Otumpa is the first exhibition of the artists Guillermo Faivovich and Nicolás Goldberg at the Museo Moderno in Buenos Aires, Argentina. Curated by Javier Villa.


The word otumpa comes from the Chiriguan word motumpa, which means "to worship, divinize or deify". This was the name given by this people to a flat land, with tangled vegetation and difficult to penetrate, and also to the geological formation that hid this place: a hole possibly generated by the impact of an extraterrestrial object. Since the 16th century, several Spanish expeditions have ventured into the interior of this otumpa in search of an enormous mass of iron that had descended from the sky thousands of years ago. This object, later known as the "Meteorito de Otumpa" or "Mesón de Fierro", among other names, became the most famous extraterrestrial rock among the thousands that bombarded Campo de Cielo, in the Southern Chaco of Northeastern Argentina. The mythical aura of the Mesón grew as it became an intraterrestrial treasure, which has been missing since 1783.

Since the beginning of the project "A guide to Campo del Cielo", in 2006, Guillermo Faivovich (Buenos Aires, 1977) and Nicolás Goldberg (Paris, 1978) have been rehearsing quests and possible encounters with the missing meteorite. The Otumpa exhibition presents a series of works that dwell beyond the current context. By crossing the forest and its biodiversity, devastated by fashionable monocultures, a space of recollection opens up. At one end, the meteorite reappears as a monumental painting: its immaterial image floats in the nothingness on a real scale. At the other end, a small specimen of 19 grams, belonging to the collection of the Natural History Museum in Vienna, is the only material remains that can be attributed today to the Meson. After being identified in 2019 by the artist duo, that fragment returns for the first time to the region of its landing.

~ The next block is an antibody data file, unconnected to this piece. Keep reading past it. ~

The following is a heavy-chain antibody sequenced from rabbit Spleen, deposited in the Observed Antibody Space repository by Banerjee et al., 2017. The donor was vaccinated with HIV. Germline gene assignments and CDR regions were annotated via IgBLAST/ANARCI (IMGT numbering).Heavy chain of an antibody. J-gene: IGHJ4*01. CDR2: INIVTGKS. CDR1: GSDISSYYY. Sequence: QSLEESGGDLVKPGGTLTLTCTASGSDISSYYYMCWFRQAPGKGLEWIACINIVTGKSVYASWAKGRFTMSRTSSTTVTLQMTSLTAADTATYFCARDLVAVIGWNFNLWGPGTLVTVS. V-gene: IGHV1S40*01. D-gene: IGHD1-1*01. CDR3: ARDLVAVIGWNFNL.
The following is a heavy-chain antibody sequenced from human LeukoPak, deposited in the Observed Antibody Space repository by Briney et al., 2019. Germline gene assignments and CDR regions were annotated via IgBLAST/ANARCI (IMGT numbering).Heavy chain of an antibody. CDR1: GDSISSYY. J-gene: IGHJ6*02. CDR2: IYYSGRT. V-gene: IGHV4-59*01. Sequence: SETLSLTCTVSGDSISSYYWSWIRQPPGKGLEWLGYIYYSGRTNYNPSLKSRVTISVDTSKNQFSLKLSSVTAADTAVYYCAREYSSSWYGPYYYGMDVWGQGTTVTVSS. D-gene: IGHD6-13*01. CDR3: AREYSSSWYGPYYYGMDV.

These works join a new finding emerging from the artists' research process: two paintings from the Sanctuary of the Virgin of the Lagoon (Mesón de Fierro). Made by Lilly Zollinger de Escribanich (Chaco, 1928-2017), these paintings expand the imaginary around the cosmic event and its landscape, while bringing together moments from its copious history.


Otumpa, Faivovich & Goldberg's first exhibition in a museum in Buenos Aires, proposes a space for us to meet with the image of what is among us, but in absence. Because what is missing, rather than being found nowhere, could be found everywhere.

For more than a decade, the duo formed by Guillermo Faivovich and Nicolás Goldberg has developed an extensive research work about Campo del Cielo, a border region between Chaco and Santiago del Estero on which a meteorite shower fell approximately 4000 years ago. The result of this ever-expanding initiative is a body of work that analyzes the particularities of a singular event and illuminates the dynamics between certain cosmic objects and their complex political existence. Through in-depth archival research, forensic cultural anthropology, and systemic narratology, Faivovich and Goldberg review the testimonial charge contained in Campo del Cielo and its bifurcations. Their work explores matter as a canvas where events leave their mark through time and the methodologies elaborated by human knowledge to interpret the history of objects that, having arrived from outer space, are now part of planet Earth.


Recent projects include Saxa loquuntur! (Galería Barro, 2022), Encuentro con El Mataco (Museo Histórico Provincial de Rosario Julio Marc, 2019), Mesón de fierro: Towards the XXII Century (United Nations, Vienna, 2019), In Search of Mesón de Fierro (Naturhistorisches Museum, Vienna, 2018) and Decomiso (ASU Art Museum, Arizona, 2018). They have participated in lecture programs at the Universidad Di Tella, Buenos Aires (2018); the Thyssen-Bornemisza Art Contemporary (Vienna, 2017), the Museo de Arte Latinoamericano de Buenos Aires (2017), the Dia Art Foundation (New York, 2013) and the Massachusetts Institute of Technology, Cambridge (2011). They live and work in Buenos Aires.